Taco Bell 'mojo' moves U.S. market
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Yum president Rick Carucci compared KFC’s current doldrums in China to Taco Bell’s struggle two years ago in the United States, when a consumer lawsuit criticizing the contents of the chain’s seasoned beef dramatically wrecked Taco Bell’s sales. But the brand withstood that controversy and innovated its way out of it, he said.
“Some time had to pass, we got a little momentum, and then when we hit with new products like Cantina Bell and the Doritos Locos Tacos, the brand really took off,” Carucci said. “We need something similar to that progression in China.”
Taco Bell, which increased same-store sales 2 percent in the United States during the third quarter, would maintain that progression into next year, officials said. The brand’s performance lapped a 7-percent increase a year earlier.
In the most recent third quarter, Taco Bell’s same-store sales gain offset domestic declines of 1 percent at Pizza Hut and 4 percent for KFC, leading to overall flat comparable sales for the United States division.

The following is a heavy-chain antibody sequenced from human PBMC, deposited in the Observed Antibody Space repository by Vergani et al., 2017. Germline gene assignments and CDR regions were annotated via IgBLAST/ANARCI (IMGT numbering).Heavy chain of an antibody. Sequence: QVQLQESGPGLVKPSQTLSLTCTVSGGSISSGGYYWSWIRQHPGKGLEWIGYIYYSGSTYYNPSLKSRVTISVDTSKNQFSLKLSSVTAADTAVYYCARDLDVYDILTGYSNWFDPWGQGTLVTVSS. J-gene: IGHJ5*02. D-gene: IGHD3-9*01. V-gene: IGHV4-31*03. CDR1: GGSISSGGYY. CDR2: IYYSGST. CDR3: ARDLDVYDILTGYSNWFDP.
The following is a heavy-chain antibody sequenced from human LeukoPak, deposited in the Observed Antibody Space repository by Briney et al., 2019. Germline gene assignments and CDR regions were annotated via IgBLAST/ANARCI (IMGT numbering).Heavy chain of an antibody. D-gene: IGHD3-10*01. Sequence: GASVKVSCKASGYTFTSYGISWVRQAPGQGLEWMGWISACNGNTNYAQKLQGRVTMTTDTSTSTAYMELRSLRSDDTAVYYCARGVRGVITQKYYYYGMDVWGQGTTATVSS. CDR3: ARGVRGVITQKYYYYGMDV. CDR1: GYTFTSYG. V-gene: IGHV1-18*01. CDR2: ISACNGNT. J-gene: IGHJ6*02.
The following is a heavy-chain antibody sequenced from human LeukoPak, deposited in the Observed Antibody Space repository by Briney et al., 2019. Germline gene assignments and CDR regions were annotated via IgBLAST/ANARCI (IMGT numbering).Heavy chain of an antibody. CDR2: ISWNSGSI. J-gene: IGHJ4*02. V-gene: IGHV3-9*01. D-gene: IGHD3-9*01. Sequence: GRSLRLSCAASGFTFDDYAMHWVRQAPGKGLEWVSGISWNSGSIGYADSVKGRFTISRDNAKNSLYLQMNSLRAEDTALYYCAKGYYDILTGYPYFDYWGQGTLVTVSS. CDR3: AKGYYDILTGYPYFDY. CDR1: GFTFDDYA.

Novak noted that Taco Bell “definitely has mojo” in the United States and would display the kind of menu development in 2014 that has been crucial to its propulsion of its own sales and Yum’s profit in the United States. For instance, the chain will roll out its Firstmeal breakfast menu nationally during the first half of the year.
“We now know we have a winning proposition with [Taco Bell’s] breakfast platform, with destination products,” he said. “Based on market tests, 90 percent of breakfast sales are incremental and are driving total brand sales.”
Novak added that Pizza Hut is also expected to have another year of net-positive domestic unit growth, and the big innovation for that brand in the United States next year will be the launch of national advertising for the Wing Street platform for the first time. Novak said commercials for Wing Street, now in place in virtually every Pizza Hut in the United States, would debut at the start of 2014, presumably in time for the Super Bowl.
Elsewhere, same-store sales in YRI increased 1 percent during the third quarter, led once again by performance in the division’s emerging markets. Same-store sales were flat in Yum’s India division, though that segment’s unit count grew 24 percent year-over-year.
In early trading Wednesday, Yum’s stock price tumbled nearly 8 percent to open at $65.75 per share, after closing Tuesday at $71.30 per share.
Yum operates or franchises nearly 40,000 locations of KFC, Pizza Hut and Taco Bell in more than 130 countries.
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